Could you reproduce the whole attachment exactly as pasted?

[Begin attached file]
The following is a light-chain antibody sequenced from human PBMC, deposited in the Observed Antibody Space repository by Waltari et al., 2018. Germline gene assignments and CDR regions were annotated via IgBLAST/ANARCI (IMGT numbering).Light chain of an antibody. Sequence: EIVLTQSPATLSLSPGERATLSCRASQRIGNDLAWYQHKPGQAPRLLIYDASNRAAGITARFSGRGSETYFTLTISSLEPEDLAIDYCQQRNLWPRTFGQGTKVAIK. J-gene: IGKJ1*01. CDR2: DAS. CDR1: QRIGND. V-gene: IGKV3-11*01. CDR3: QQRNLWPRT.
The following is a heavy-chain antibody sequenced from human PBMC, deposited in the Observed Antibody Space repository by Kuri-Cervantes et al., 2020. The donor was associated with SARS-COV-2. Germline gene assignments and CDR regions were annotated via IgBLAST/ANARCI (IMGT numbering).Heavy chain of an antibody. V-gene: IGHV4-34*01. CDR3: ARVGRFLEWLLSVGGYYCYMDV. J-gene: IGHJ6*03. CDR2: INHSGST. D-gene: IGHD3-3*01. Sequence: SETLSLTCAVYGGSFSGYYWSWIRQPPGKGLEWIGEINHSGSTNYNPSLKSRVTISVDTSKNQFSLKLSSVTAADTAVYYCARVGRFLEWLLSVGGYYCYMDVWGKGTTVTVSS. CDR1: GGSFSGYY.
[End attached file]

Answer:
The following is a light-chain antibody sequenced from human PBMC, deposited in the Observed Antibody Space repository by Waltari et al., 2018. Germline gene assignments and CDR regions were annotated via IgBLAST/ANARCI (IMGT numbering).Light chain of an antibody. Sequence: EIVLTQSPATLSLSPGERATLSCRASQRIGNDLAWYQHKPGQAPRLLIYDASNRAAGITARFSGRGSETYFTLTISSLEPEDLAIDYCQQRNLWPRTFGQGTKVAIK. J-gene: IGKJ1*01. CDR2: DAS. CDR1: QRIGND. V-gene: IGKV3-11*01. CDR3: QQRNLWPRT.
The following is a heavy-chain antibody sequenced from human PBMC, deposited in the Observed Antibody Space repository by Kuri-Cervantes et al., 2020. The donor was associated with SARS-COV-2. Germline gene assignments and CDR regions were annotated via IgBLAST/ANARCI (IMGT numbering).Heavy chain of an antibody. V-gene: IGHV4-34*01. CDR3: ARVGRFLEWLLSVGGYYCYMDV. J-gene: IGHJ6*03. CDR2: INHSGST. D-gene: IGHD3-3*01. Sequence: SETLSLTCAVYGGSFSGYYWSWIRQPPGKGLEWIGEINHSGSTNYNPSLKSRVTISVDTSKNQFSLKLSSVTAADTAVYYCARVGRFLEWLLSVGGYYCYMDVWGKGTTVTVSS. CDR1: GGSFSGYY.